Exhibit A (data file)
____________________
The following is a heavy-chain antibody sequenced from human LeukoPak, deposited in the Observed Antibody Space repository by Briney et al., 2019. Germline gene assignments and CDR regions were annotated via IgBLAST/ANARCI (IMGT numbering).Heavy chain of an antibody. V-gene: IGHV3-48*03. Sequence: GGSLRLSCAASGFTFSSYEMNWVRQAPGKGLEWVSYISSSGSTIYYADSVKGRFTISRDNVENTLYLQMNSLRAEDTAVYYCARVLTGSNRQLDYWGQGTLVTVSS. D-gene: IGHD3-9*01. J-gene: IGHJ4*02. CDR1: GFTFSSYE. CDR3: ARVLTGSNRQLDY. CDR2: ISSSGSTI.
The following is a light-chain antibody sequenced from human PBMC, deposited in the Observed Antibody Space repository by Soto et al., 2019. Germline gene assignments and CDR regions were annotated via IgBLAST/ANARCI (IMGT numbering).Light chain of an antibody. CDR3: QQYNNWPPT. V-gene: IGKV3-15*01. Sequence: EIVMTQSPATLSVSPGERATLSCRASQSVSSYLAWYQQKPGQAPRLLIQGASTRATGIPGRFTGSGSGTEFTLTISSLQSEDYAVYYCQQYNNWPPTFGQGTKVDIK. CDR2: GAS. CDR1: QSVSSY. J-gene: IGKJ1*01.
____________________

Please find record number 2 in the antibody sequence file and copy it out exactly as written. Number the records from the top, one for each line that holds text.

The following is a light-chain antibody sequenced from human PBMC, deposited in the Observed Antibody Space repository by Soto et al., 2019. Germline gene assignments and CDR regions were annotated via IgBLAST/ANARCI (IMGT numbering).Light chain of an antibody. CDR3: QQYNNWPPT. V-gene: IGKV3-15*01. Sequence: EIVMTQSPATLSVSPGERATLSCRASQSVSSYLAWYQQKPGQAPRLLIQGASTRATGIPGRFTGSGSGTEFTLTISSLQSEDYAVYYCQQYNNWPPTFGQGTKVDIK. CDR2: GAS. CDR1: QSVSSY. J-gene: IGKJ1*01.